Extroverted Intuition (Ne): Do You Have It?
If you’re familiar with the Myers-Briggs personality type system, you may have heard of extroverted intuition. But what is it, exactly? And what are the characteristics of people with this personality type? In this post, we’ll explore these questions and get down to the nitty-gritty of this super hype cognitive function.
What is extroverted intuition (Ne)?
Extroverted intuition is one of the 8 cognitive functions as identified by Carl Jung. He believed extroverted intuition was an extroverted subtype of thinking, where thoughts are focused on possibilities outside oneself. It’s the ability to see the bigger picture and to find patterns within seemingly unrelated events.
For extroverted intuitive, the outer world exists as a place to explore. This extroverted intuition energy is always looking for a new experience or a novel way of seeing things.
Which personality types have extroverted intuition as their dominant function?
Those who have extroverted intuition as their dominant function are ENTPs and ENFPs. They tend to be very good at planning and excel at flexible thinking. They can shift their thoughts to align with whatever they encounter in the external world or within their own inner world.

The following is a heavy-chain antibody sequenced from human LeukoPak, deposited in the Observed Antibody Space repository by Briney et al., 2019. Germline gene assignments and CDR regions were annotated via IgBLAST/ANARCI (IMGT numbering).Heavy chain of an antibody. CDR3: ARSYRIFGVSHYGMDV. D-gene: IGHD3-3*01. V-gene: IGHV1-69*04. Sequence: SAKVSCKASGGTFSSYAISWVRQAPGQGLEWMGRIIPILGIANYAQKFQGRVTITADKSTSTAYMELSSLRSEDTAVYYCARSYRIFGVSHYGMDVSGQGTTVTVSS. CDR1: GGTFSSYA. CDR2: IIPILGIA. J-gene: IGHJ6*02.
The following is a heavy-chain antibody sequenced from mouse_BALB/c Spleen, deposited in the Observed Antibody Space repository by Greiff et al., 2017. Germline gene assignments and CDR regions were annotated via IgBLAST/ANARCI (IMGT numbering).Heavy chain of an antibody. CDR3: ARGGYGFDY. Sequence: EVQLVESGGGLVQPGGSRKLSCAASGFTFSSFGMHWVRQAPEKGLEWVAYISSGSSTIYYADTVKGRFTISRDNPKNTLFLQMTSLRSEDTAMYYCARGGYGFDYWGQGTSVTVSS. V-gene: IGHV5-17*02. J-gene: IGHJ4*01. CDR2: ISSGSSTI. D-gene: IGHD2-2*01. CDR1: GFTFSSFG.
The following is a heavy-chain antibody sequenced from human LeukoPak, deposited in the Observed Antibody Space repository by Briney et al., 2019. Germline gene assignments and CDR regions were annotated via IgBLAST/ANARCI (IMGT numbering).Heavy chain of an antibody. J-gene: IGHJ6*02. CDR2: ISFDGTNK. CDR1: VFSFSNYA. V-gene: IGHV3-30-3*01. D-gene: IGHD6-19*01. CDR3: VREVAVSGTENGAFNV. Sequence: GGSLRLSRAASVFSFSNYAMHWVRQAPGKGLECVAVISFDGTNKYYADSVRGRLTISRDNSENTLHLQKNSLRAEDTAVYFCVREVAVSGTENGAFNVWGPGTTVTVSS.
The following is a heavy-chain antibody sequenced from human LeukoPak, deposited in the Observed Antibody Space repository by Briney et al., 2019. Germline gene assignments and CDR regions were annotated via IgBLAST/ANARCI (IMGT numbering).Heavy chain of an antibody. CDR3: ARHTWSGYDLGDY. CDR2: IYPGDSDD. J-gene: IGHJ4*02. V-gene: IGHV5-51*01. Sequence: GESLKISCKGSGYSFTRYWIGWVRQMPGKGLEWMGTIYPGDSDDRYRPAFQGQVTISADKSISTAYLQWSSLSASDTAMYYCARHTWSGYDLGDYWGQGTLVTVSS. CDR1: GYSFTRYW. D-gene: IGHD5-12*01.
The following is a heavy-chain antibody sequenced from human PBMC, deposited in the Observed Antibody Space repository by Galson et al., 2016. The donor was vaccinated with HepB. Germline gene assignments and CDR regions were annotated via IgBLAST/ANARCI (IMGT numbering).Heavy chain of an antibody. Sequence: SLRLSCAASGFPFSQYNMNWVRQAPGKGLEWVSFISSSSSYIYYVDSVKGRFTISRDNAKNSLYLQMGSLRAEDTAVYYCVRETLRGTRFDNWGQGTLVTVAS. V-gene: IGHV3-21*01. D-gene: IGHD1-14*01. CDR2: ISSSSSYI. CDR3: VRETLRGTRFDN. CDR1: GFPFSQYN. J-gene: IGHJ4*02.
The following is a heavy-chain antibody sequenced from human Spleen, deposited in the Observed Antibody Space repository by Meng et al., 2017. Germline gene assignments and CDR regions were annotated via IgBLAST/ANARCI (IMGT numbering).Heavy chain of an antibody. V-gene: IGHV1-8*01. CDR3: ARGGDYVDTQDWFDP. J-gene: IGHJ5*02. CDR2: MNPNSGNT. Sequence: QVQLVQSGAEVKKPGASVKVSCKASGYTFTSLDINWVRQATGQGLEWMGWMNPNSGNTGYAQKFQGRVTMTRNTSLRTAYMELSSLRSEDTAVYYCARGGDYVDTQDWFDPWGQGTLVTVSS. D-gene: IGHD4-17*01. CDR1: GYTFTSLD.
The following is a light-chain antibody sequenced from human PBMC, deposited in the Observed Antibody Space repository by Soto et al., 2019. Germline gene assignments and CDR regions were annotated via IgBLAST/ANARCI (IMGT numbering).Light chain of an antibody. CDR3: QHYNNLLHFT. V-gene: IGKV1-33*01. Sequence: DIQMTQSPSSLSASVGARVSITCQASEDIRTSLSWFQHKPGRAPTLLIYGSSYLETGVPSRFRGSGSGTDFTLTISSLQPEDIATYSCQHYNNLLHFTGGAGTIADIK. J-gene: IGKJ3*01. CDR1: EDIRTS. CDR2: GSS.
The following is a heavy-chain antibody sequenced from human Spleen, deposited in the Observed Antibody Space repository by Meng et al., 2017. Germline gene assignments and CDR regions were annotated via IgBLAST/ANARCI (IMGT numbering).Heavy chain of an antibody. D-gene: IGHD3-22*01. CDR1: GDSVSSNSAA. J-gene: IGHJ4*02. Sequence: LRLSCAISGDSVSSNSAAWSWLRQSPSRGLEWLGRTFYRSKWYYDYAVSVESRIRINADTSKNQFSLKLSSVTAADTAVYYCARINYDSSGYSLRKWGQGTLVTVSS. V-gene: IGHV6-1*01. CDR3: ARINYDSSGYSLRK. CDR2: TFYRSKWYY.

This extroverted intuition function is a unique gift to ENTPs and ENFPs because it allows them to navigate through many different types of situations with relative ease.
They’re also charismatic types who love to challenge the status quo and constantly reinvent themselves and the world around them.
Which personality types have extroverted intuition as their auxiliary function?
Those who have extroverted intuition as their auxiliary function tend to be INTPs and INFPs.
They use extroverted intuition both in the external world, where they often find themselves exploring new ideas and possibilities with other people and in the internal world, where they look for patterns and meanings within their own thoughts before testing those theories in the real world.
Because extroverted intuition is not their dominant function, this means these types will need time to process information before they can take action. They use this function to fuel their creativity and curiosity, but don’t desire constant change the way their ENFP and ENTP counterparts do.
They’re also significantly more mellow and less inspired to “grab the bull by the horns.”
How do you know if you have extroverted intuition?